Premiere Pro Benchmark--PPBM4

    Updated 12/28/2009

Hardware Characteristics

Mac problems

My conclusions are based on extensive benchmark testing over now a four year period with quite a few of my own personal systems and results from over a hundred of you that have submitted PPBM result



here are three tests in PPBM4 identical to the earlier versions.
  1. Render the Timeline to create Preview files (Pressing Enter).
  2. Export the Timeline with the Adobe Media Encoder to a single Microsoft DV-AVI file.
  3. Export the Timeline to a MPEG2 DVD file.
These tests were selected because they fully test the performance of the disk subsystem and the CPU system. 
  1. The Export to DV-AVI is very highly a disk intensive test. 
  2. The Export to MPEG2 DVD is very highly CPU intensive test.
  3. The Rendering of the Timeline is a combination of the CPU and the disk subsystem.


The Total Time score is the sum of all individual tests, but testing has shown that ranking of results, based solely on time, puts a heavy impact on MPEG encoding and far less on I/O related activities. To get a feel for real-life performance a new performance index has been added, which will show you your system's performance relative to the top-ranking machine in daily life.

To avoid CPU centric or disk centric systems, the top-10 systems have been used to calculate a 'normalized' PPBM score, that takes away the impact of heavy CPU or disk centric systems. This normalized score is the foundation of the Relative Performance Index. Using weights for the three different tests, normalized scores for each machine are calculated and indexed to the top-ranking system to show the difference in performance.

In addition, the results are now presented in an easier to read format. For each test the time result is now preceded by an indicator representing the relative position of an individual score in comparison to all other scores. When all results are ordered from high to low, the top 10 percent, upper decile, are indicated by D9. The upper quartile are indicated by Q3 (between 10 and 25%), the results between the median and upper quartile (25 and 50%) are shown as Med, the results between the median and the lower quartile (50 and 75%) are shown as Q1 and finally all results below the lower quartile (75 to 100%) are shown as D1.  This is all explained in the legends on the results page.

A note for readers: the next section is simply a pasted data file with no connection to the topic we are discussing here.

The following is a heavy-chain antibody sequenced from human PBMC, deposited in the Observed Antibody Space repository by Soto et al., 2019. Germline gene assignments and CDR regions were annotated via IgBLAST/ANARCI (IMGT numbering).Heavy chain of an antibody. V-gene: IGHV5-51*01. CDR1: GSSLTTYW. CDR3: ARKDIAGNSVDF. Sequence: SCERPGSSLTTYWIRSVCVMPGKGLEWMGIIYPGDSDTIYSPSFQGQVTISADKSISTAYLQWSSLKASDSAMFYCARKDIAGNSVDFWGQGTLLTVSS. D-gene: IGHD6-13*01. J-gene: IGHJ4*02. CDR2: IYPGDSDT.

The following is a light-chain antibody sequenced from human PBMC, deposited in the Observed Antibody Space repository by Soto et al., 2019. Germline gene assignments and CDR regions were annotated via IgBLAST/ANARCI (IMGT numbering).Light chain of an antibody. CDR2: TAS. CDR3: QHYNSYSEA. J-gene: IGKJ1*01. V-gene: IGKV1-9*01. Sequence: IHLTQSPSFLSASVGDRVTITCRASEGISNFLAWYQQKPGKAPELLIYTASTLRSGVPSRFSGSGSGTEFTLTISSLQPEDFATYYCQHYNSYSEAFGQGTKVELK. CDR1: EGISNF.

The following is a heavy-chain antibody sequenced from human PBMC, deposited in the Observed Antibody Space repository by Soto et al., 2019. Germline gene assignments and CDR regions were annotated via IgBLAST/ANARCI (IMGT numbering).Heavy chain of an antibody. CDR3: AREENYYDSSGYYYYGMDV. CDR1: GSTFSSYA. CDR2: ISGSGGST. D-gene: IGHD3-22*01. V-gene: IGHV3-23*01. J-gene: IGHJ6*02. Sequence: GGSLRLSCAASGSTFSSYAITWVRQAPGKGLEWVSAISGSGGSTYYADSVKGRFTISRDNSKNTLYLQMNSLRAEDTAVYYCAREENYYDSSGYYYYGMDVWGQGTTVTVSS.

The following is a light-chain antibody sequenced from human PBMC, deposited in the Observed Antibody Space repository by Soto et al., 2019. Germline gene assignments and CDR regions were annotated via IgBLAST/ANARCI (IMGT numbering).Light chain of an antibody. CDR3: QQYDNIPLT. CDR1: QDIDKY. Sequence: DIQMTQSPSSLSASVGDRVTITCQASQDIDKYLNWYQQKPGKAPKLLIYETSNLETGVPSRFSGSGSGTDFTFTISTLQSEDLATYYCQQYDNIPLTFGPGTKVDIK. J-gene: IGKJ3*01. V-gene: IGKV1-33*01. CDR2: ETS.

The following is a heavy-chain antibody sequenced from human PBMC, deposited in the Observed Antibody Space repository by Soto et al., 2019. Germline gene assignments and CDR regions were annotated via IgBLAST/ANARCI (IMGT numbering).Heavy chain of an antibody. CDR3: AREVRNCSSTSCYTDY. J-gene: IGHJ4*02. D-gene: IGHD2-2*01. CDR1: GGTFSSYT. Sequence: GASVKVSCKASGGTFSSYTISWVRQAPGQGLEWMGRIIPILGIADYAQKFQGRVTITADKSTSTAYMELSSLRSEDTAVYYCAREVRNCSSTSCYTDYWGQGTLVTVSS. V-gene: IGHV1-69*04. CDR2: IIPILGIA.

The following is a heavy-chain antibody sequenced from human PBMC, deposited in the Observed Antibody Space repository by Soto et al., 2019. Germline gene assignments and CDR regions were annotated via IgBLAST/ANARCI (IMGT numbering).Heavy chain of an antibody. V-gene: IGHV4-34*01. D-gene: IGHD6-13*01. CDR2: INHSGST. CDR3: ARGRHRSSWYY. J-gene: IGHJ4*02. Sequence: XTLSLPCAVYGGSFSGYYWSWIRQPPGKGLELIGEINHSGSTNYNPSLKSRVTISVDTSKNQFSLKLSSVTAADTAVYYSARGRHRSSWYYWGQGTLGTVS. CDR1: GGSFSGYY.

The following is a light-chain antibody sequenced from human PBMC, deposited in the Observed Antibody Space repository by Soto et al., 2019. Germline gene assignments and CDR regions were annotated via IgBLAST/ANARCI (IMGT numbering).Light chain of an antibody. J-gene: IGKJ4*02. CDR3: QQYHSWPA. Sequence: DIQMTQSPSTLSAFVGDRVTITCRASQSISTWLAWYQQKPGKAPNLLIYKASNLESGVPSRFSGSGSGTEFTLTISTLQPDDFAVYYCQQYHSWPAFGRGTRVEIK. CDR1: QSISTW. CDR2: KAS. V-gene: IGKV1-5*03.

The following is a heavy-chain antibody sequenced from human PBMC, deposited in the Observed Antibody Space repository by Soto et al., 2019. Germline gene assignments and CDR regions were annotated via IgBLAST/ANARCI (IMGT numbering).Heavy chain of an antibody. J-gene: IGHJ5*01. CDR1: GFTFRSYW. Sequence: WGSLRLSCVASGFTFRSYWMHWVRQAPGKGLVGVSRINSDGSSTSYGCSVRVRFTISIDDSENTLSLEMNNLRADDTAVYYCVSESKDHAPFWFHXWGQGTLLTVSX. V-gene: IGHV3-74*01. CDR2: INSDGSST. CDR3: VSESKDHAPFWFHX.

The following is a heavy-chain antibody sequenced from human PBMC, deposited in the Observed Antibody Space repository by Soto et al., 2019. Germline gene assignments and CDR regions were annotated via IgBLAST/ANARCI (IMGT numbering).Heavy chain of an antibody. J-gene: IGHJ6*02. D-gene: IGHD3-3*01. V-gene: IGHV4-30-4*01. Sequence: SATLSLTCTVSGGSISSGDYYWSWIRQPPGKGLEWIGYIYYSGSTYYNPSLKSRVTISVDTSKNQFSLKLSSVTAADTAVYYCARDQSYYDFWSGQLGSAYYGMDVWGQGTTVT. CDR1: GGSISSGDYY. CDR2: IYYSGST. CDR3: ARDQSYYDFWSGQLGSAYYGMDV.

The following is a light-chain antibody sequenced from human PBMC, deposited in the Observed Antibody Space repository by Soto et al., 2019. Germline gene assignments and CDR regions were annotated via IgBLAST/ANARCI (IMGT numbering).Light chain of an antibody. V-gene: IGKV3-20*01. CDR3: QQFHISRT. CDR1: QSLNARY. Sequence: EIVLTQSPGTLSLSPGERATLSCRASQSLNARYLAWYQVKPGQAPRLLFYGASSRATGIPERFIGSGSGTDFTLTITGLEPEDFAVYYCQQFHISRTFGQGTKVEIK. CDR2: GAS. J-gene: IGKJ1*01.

In this way it is easier to see where room for improvement can be found.

How To Interpret The Results

If your Total Time Score is relatively better than your Relative Performance Index that means your I/O system is lacking, either in disk setup or memory, if your MPEG encoding is better than the rest of your scores, it is not your CPU, if your AVI scores are lower than the other scores, your disk setup is the culprit and the other way around.

If you never render a timeline for preview purposes attach more weight to the Total Time Score than the RPI. If your activities include dynamic linking to other Adobe applications, RPI is more important. If you are a heavy user of dynamic linking, render scores are the overriding factor.

My Hardware Design Conclusions
  1. Absolutely most important is the CPU, right now that is the Intel i7 processor or the dual processor the Xeon E55xx series.  As you can see from the performance data the speed of the processor is also very significant.
  2. The Adobe minimum basic disk system is a absolute minimum of two 7200 rpm disk drives..  My personal preference is for a 10,000 rpm drive for the Operating System/Applications disk and a RAID array for the project files.  Specific functions like a separate dedicated drive for writing Output files or Preview files are of less value as it may just slow things down compared to a high performance RAID, the only way to tell is run the PPBM4 benchmark.
  3. With CS4 4 GB of RAM is minimum and optimum for single tasking operation, for multitasking more memory and a 64-bit Operating System are essential.
  4. Just for Premiere there is no reason to spend extra money on special graphics cards, this is not true if you intend to use After Effects which uses OpenGL and there it is better to have a high performing OpenGL is significant.  If you have unlimited financial resources and want to spend $1700 there is the nVidia Quadro CX with a software bundle from Elemental Technologies that may speed up h.264 encoding. I have yet seen any completely specified benchmark that could be tested against the current CPU performance.  Note: This conclusion will change drastically when Adobe releases CS5